Sederi 22 — 2012
Berta Cano Echevarría & Ana Sáez-Hidalgo
Francisco J. Borge López
Juan Antonio Prieto Pablos, “Women in breeches and modes of masculinity in Restoration comedy.” SEDERI 22 (2012): 69-91.
DOI: https://doi.org/10.34136/sederi.2012.4 Download PDF
The dramatic tradition that featured female characters dressed in men’s costume was revived after the theatres reopened in the Restoration, with the difference that this time these roles were played by actresses. It has been argued that the contemplation of the female body reinforced the erotization of the actresses for the sake of predominantly male audiences. Their performances in “breeches roles” have also been interpreted as evidence of a progressive acknowledgement of the social possibilities of female agency. My own contention is that these roles did not only raise female agency to a level equal – if not superior, occasionally – to male agency, they also served to disrupt certain fashionable notions on the nature of masculinity, and therefore illustrate a trend that promoted new gender modes. To argue this thesis, I will focus on three comedies that represent as many stages in the development of this trend: the anonymous The Woman Turned Bully (1675), Thomas Shadwell’s The Woman Captain (1680), and Thomas Southerne’s Sir Anthony Love (1691), all of them featuring women wearing breeches and upsetting male order, with both comic and serious consequences.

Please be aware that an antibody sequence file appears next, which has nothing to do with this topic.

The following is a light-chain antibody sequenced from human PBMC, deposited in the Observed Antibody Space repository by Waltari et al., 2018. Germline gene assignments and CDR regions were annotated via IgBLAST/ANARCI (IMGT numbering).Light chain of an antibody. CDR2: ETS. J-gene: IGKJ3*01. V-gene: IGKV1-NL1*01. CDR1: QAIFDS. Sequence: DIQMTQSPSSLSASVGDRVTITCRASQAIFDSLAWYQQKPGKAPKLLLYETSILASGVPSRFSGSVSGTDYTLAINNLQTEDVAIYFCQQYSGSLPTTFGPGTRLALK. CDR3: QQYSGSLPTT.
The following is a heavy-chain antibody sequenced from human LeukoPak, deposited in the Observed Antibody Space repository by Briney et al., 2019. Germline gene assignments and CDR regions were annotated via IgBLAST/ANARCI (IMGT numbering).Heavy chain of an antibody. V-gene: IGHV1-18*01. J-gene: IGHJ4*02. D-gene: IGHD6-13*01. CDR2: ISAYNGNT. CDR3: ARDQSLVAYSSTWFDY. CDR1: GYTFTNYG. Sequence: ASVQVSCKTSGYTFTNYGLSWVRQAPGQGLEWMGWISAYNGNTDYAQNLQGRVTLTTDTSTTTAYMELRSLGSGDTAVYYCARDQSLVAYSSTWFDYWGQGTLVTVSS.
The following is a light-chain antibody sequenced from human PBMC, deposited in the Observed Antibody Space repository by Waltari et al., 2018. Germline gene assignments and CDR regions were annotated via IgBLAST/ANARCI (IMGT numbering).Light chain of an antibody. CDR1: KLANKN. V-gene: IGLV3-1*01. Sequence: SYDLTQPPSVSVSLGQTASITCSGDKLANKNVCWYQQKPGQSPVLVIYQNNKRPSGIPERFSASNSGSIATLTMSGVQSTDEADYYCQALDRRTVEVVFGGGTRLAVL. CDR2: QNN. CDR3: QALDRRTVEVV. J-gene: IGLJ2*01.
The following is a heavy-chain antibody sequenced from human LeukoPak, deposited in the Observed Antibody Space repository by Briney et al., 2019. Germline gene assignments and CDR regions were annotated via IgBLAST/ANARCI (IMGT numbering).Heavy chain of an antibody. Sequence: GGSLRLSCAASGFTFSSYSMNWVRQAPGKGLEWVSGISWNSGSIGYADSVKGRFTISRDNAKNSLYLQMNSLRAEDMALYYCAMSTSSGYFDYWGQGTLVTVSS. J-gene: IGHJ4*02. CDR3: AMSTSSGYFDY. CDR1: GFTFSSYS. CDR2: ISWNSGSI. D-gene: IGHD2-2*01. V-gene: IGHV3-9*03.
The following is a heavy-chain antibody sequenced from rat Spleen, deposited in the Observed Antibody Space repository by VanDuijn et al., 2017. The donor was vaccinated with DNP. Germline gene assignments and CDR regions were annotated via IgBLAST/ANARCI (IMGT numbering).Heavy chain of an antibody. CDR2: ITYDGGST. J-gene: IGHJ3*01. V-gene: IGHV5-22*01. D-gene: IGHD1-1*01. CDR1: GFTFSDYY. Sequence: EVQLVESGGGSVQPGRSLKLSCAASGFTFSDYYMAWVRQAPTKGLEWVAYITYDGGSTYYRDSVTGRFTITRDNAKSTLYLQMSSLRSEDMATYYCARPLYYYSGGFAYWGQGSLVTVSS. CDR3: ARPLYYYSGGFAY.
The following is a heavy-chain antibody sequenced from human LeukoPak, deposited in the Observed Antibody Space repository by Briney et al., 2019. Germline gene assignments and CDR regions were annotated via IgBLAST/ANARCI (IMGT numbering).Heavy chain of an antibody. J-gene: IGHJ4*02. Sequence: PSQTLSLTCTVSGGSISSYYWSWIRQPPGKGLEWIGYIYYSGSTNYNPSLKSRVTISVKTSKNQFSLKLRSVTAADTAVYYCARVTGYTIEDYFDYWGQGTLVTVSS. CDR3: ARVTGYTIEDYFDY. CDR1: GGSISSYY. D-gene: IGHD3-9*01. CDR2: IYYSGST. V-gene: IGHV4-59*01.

Keywords: Restoration comedy; gender identity; masculinity; breeches roles.
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